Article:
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Anesthesiology Case Reports

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Victoria Whitehead and Alex Bekker*
Department of Anesthesiology, Rutgers New Jersey Medical School, Newark, NJ, 07103, USA
*Correspondence: Alex Bekker, Department of Anesthesiology, Rutgers New Jersey Medical School, Newark, NJ, 07103, USA, Email: bekkeray@njms.rutgers.edu

Received: 28-Jun-2022, Manuscript No. pulacr-22-5208; Editor assigned: 29-Jun-2022, Pre QC No. pulacr-22-5208(PQ); Accepted Date: Jul 18, 2022; Reviewed: 11-Jul-2022 QC No. pulacr-22-5208(Q); Revised: 16-Jul-2022, Manuscript No. pulacr-22-5208(R); Published: 18-Jul-2022, DOI: 10.37532. pulacr.

This open-access article is distributed under the terms of the Creative Commons Attribution Non-Commercial License (CC BY-NC) (http://creativecommons.org/licenses/by-nc/4.0/), which permits reuse, distribution and reproduction of the article, provided that the original work is properly cited and the reuse is restricted to noncommercial purposes. For commercial reuse, contact reprints@pulsus.com


Antidepressants are a frequently prescribed class of medications. Monoamine oxidase inhibitors (MAOIs) are a less commonly prescribed subclass and are typically used in resistant major depressive disorder (MDD.). The usage of MAOIs perioperatively is notoriously regarded given the propensity to increase drug interactions and decrease sympathetic stability. We present a 51-year-old male with severe resistant MDD managed now successfully on a MAOI who presented for an elective orthopedic surgery. The patient was maintained on his MAOI through the surgery and through our attentive perioperative plan the patient was able to successfully complete the surgery with no intraoperative concerns.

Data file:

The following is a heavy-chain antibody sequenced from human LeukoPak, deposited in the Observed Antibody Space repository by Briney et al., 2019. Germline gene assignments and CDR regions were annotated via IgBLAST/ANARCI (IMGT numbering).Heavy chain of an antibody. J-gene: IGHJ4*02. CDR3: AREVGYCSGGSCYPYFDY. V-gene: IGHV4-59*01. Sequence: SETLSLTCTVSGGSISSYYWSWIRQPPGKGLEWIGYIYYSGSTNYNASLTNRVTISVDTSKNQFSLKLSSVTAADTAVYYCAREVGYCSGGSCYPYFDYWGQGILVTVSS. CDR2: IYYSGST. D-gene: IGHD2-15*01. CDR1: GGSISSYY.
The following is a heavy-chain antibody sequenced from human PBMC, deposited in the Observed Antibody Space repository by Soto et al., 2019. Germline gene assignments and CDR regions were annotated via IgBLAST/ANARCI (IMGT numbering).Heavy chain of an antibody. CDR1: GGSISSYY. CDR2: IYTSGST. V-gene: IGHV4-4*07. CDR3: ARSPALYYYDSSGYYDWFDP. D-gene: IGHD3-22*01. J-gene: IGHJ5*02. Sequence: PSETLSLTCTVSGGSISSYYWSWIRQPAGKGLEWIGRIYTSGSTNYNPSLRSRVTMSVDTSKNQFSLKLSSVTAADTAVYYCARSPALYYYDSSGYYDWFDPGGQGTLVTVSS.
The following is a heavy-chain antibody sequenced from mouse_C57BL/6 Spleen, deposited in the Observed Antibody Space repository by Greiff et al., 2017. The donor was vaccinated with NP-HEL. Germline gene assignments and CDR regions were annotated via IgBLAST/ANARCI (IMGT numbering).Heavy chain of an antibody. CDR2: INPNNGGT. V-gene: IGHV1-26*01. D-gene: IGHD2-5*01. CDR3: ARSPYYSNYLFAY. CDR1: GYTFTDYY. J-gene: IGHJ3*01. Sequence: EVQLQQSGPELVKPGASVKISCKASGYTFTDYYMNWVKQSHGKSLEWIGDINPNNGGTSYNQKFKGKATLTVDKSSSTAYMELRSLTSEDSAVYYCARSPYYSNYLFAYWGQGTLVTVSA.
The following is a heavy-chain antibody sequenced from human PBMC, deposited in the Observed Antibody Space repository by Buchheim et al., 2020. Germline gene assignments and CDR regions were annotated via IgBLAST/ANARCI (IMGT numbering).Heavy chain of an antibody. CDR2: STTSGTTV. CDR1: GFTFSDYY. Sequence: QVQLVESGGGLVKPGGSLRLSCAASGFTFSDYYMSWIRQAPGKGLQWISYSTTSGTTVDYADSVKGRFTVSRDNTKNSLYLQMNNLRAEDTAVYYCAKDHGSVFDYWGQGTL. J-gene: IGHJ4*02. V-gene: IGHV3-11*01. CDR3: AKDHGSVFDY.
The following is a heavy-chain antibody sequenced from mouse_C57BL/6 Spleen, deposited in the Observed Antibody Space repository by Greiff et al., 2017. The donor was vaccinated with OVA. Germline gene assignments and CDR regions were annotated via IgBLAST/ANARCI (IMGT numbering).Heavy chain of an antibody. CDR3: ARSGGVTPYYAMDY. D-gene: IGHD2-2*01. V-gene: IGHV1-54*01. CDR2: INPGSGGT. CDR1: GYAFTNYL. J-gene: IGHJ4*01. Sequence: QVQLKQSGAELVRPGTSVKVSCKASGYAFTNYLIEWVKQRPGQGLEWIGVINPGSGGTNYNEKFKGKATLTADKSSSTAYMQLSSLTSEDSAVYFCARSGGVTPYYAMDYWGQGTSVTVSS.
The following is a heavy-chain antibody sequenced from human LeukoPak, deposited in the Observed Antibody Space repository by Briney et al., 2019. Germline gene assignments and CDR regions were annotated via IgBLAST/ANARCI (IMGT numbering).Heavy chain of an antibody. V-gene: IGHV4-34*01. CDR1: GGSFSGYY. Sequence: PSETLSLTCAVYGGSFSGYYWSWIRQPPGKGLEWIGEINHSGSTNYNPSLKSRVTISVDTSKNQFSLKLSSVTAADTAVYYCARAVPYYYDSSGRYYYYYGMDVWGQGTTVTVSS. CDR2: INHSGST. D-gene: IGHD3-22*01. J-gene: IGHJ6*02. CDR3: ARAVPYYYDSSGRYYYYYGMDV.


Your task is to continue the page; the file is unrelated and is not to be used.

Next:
Key Words

Antidepressants; general anesthesia; Guidelines; Pain; surgery


Antidepressants represent the third most frequently prescribed class of medications in the United States and treat various disorders. Antidepressants are indicated for treating major depressive disorders, generalized anxiety disorders, phobias, and even posttraumatic stress syndrome. First-line treatment options are most often selective serotonin reuptake inhibitors (SSRIs) [1].

However, a less commonly prescribed class of antidepressants is monoamine oxidase inhibitors (MAOIs). MAOIs are an older class of antidepressants typically reserved for refractory psychiatric illness that has failed multiple lines of treatment [2].

MAOIs provide a clinical challenge for anesthesiologists as they increase the risk of drug interactions and decrease sympathetic stability [3-4]. We present the following case to highlight the relevant perioperative and intraoperative clinical decisions and showcase that the surgical case can proceed by taking precautionary steps.

Case Description